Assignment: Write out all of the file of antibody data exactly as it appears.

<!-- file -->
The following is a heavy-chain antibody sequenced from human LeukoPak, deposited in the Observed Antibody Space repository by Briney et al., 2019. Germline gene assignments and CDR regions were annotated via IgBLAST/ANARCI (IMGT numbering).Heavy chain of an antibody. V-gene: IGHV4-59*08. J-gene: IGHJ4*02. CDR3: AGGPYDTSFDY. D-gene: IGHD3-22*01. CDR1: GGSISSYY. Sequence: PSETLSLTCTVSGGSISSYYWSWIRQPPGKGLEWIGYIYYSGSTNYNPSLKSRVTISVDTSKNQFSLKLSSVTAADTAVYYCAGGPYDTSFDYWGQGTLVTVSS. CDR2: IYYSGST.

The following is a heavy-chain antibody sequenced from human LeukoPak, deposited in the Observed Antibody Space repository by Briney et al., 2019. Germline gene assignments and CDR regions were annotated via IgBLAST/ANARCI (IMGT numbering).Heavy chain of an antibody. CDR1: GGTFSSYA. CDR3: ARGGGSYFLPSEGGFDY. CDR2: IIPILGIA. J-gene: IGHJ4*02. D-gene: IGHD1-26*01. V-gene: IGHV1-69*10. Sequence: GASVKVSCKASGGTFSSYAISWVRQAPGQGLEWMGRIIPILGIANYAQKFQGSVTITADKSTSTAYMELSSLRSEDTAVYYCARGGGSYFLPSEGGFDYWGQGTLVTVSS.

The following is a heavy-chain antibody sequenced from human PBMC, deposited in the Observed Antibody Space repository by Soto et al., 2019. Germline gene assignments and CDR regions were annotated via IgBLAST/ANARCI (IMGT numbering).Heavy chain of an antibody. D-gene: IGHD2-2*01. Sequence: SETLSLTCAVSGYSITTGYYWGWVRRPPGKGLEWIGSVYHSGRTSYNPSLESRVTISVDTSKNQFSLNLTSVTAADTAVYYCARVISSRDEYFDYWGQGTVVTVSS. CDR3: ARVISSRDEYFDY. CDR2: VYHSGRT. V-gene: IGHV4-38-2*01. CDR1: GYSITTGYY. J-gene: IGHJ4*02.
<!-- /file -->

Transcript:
The following is a heavy-chain antibody sequenced from human LeukoPak, deposited in the Observed Antibody Space repository by Briney et al., 2019. Germline gene assignments and CDR regions were annotated via IgBLAST/ANARCI (IMGT numbering).Heavy chain of an antibody. V-gene: IGHV4-59*08. J-gene: IGHJ4*02. CDR3: AGGPYDTSFDY. D-gene: IGHD3-22*01. CDR1: GGSISSYY. Sequence: PSETLSLTCTVSGGSISSYYWSWIRQPPGKGLEWIGYIYYSGSTNYNPSLKSRVTISVDTSKNQFSLKLSSVTAADTAVYYCAGGPYDTSFDYWGQGTLVTVSS. CDR2: IYYSGST.

The following is a heavy-chain antibody sequenced from human LeukoPak, deposited in the Observed Antibody Space repository by Briney et al., 2019. Germline gene assignments and CDR regions were annotated via IgBLAST/ANARCI (IMGT numbering).Heavy chain of an antibody. CDR1: GGTFSSYA. CDR3: ARGGGSYFLPSEGGFDY. CDR2: IIPILGIA. J-gene: IGHJ4*02. D-gene: IGHD1-26*01. V-gene: IGHV1-69*10. Sequence: GASVKVSCKASGGTFSSYAISWVRQAPGQGLEWMGRIIPILGIANYAQKFQGSVTITADKSTSTAYMELSSLRSEDTAVYYCARGGGSYFLPSEGGFDYWGQGTLVTVSS.

The following is a heavy-chain antibody sequenced from human PBMC, deposited in the Observed Antibody Space repository by Soto et al., 2019. Germline gene assignments and CDR regions were annotated via IgBLAST/ANARCI (IMGT numbering).Heavy chain of an antibody. D-gene: IGHD2-2*01. Sequence: SETLSLTCAVSGYSITTGYYWGWVRRPPGKGLEWIGSVYHSGRTSYNPSLESRVTISVDTSKNQFSLNLTSVTAADTAVYYCARVISSRDEYFDYWGQGTVVTVSS. CDR3: ARVISSRDEYFDY. CDR2: VYHSGRT. V-gene: IGHV4-38-2*01. CDR1: GYSITTGYY. J-gene: IGHJ4*02.